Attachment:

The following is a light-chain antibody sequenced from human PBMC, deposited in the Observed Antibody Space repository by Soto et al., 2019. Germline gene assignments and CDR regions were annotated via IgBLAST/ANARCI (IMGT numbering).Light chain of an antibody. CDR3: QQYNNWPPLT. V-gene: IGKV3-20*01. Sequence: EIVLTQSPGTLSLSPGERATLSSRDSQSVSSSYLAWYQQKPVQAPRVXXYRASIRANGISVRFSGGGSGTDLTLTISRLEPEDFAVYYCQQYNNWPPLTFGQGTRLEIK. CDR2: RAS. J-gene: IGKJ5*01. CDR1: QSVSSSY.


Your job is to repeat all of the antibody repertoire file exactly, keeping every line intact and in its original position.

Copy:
The following is a light-chain antibody sequenced from human PBMC, deposited in the Observed Antibody Space repository by Soto et al., 2019. Germline gene assignments and CDR regions were annotated via IgBLAST/ANARCI (IMGT numbering).Light chain of an antibody. CDR3: QQYNNWPPLT. V-gene: IGKV3-20*01. Sequence: EIVLTQSPGTLSLSPGERATLSSRDSQSVSSSYLAWYQQKPVQAPRVXXYRASIRANGISVRFSGGGSGTDLTLTISRLEPEDFAVYYCQQYNNWPPLTFGQGTRLEIK. CDR2: RAS. J-gene: IGKJ5*01. CDR1: QSVSSSY.